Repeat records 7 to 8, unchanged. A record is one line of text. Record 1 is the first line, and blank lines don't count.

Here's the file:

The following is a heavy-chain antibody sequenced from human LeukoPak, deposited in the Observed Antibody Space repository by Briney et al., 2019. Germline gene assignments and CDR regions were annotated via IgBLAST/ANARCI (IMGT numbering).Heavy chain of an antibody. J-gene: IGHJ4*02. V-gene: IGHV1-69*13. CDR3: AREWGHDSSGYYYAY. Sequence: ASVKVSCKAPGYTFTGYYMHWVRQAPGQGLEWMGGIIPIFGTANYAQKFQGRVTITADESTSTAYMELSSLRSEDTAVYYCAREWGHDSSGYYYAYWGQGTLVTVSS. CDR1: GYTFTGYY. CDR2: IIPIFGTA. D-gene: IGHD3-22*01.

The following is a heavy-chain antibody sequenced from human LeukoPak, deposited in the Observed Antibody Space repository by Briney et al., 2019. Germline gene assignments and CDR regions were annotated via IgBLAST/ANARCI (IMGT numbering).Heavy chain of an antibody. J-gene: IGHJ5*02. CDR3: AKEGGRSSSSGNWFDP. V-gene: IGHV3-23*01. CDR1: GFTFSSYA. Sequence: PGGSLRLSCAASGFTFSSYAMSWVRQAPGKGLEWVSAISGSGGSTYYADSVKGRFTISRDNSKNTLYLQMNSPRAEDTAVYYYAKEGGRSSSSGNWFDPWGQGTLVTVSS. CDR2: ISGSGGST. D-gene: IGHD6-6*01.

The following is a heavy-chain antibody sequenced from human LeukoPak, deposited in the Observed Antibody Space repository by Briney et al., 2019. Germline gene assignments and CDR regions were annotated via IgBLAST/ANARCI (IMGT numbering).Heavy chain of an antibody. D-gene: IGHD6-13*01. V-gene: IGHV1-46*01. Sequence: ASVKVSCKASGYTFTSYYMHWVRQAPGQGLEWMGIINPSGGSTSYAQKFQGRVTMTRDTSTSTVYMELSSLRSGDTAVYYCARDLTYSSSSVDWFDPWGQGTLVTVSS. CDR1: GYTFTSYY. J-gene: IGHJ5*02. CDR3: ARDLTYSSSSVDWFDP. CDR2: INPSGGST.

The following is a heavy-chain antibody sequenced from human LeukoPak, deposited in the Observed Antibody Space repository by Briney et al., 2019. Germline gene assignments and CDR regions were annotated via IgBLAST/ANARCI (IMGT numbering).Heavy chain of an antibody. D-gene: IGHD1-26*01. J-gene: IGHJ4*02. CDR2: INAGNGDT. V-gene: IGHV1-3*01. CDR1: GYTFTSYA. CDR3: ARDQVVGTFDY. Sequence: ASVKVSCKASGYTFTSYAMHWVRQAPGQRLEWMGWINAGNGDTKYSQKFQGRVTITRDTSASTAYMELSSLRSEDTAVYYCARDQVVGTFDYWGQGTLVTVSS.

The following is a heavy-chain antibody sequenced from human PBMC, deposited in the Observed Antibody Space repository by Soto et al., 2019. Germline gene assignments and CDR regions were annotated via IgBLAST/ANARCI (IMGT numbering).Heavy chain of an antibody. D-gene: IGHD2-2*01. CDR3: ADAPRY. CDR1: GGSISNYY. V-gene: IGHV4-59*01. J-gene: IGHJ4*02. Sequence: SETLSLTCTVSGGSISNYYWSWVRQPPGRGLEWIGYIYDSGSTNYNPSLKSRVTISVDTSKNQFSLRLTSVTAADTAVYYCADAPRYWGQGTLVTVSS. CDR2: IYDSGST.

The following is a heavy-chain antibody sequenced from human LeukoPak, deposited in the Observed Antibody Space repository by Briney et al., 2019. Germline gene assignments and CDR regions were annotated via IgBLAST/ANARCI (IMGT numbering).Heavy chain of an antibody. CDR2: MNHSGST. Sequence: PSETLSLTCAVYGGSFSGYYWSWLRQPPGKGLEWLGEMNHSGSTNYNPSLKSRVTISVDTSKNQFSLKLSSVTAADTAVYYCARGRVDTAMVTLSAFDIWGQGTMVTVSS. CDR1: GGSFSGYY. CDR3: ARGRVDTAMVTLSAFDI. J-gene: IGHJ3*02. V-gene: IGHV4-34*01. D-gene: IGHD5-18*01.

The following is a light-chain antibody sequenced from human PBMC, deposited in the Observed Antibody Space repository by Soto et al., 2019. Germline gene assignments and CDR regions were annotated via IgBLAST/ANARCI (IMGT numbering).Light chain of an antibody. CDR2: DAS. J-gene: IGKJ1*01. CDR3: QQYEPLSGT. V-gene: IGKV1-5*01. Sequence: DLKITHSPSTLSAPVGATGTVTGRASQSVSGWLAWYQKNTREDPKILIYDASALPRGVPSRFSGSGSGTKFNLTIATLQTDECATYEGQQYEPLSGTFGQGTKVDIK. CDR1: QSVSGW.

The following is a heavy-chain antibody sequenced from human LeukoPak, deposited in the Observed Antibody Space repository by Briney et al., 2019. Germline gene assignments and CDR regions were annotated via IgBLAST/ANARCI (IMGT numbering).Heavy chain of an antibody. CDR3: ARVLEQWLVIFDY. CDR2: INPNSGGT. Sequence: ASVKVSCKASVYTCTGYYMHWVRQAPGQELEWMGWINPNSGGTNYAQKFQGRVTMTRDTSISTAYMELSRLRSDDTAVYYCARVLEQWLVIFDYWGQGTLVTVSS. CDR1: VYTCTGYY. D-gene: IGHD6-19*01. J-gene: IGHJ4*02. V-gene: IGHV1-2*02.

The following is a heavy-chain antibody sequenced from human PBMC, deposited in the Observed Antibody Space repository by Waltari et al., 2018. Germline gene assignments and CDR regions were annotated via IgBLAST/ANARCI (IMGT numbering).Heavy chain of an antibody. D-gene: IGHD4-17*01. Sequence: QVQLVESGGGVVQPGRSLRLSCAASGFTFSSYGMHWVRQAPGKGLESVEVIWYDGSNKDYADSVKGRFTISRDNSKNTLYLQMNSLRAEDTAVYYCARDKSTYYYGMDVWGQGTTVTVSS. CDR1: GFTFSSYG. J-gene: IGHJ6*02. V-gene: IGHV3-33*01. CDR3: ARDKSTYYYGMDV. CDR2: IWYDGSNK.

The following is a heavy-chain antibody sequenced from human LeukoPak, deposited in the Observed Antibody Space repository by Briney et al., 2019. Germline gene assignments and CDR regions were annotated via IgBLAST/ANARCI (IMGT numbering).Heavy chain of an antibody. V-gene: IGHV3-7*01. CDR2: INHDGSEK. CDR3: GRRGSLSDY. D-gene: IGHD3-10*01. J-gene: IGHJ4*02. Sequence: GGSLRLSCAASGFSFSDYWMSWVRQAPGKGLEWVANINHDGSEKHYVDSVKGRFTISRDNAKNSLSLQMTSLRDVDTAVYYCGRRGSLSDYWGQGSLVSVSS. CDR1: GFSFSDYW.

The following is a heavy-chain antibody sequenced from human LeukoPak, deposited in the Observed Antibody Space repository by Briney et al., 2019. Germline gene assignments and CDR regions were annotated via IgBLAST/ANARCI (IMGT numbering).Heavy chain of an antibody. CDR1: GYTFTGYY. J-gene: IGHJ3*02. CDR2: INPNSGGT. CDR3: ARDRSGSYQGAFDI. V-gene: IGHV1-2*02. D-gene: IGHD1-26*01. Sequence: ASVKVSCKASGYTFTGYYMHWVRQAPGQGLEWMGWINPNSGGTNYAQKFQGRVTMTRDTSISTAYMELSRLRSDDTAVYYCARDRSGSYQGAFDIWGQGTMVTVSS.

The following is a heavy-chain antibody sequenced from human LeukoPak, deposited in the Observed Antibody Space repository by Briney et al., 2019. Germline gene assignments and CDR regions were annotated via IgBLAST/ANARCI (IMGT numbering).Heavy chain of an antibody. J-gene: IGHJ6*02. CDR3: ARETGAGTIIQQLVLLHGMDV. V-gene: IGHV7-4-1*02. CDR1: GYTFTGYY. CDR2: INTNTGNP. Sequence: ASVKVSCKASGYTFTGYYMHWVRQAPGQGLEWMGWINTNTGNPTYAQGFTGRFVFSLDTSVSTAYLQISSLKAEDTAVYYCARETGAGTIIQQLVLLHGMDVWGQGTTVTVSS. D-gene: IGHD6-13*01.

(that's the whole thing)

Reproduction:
The following is a light-chain antibody sequenced from human PBMC, deposited in the Observed Antibody Space repository by Soto et al., 2019. Germline gene assignments and CDR regions were annotated via IgBLAST/ANARCI (IMGT numbering).Light chain of an antibody. CDR2: DAS. J-gene: IGKJ1*01. CDR3: QQYEPLSGT. V-gene: IGKV1-5*01. Sequence: DLKITHSPSTLSAPVGATGTVTGRASQSVSGWLAWYQKNTREDPKILIYDASALPRGVPSRFSGSGSGTKFNLTIATLQTDECATYEGQQYEPLSGTFGQGTKVDIK. CDR1: QSVSGW.

The following is a heavy-chain antibody sequenced from human LeukoPak, deposited in the Observed Antibody Space repository by Briney et al., 2019. Germline gene assignments and CDR regions were annotated via IgBLAST/ANARCI (IMGT numbering).Heavy chain of an antibody. CDR3: ARVLEQWLVIFDY. CDR2: INPNSGGT. Sequence: ASVKVSCKASVYTCTGYYMHWVRQAPGQELEWMGWINPNSGGTNYAQKFQGRVTMTRDTSISTAYMELSRLRSDDTAVYYCARVLEQWLVIFDYWGQGTLVTVSS. CDR1: VYTCTGYY. D-gene: IGHD6-19*01. J-gene: IGHJ4*02. V-gene: IGHV1-2*02.